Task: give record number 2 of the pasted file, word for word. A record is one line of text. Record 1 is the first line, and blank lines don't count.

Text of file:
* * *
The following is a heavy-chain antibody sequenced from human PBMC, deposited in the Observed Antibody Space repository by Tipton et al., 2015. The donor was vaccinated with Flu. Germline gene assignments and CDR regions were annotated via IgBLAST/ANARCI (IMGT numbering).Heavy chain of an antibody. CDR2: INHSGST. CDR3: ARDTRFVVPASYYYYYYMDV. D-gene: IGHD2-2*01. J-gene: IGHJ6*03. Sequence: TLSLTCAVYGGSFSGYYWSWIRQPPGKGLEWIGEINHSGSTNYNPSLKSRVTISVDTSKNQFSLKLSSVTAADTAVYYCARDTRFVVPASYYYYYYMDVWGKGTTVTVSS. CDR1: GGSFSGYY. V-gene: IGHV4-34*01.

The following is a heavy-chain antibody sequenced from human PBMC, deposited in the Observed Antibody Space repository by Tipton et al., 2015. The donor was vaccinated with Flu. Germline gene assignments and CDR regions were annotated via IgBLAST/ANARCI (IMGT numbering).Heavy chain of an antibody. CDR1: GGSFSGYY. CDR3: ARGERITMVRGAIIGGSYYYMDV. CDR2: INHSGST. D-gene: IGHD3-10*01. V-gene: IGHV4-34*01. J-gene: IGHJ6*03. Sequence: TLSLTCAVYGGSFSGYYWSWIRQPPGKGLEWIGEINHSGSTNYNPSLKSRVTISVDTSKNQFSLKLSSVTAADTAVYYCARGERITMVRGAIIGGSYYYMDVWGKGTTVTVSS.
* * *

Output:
The following is a heavy-chain antibody sequenced from human PBMC, deposited in the Observed Antibody Space repository by Tipton et al., 2015. The donor was vaccinated with Flu. Germline gene assignments and CDR regions were annotated via IgBLAST/ANARCI (IMGT numbering).Heavy chain of an antibody. CDR1: GGSFSGYY. CDR3: ARGERITMVRGAIIGGSYYYMDV. CDR2: INHSGST. D-gene: IGHD3-10*01. V-gene: IGHV4-34*01. J-gene: IGHJ6*03. Sequence: TLSLTCAVYGGSFSGYYWSWIRQPPGKGLEWIGEINHSGSTNYNPSLKSRVTISVDTSKNQFSLKLSSVTAADTAVYYCARGERITMVRGAIIGGSYYYMDVWGKGTTVTVSS.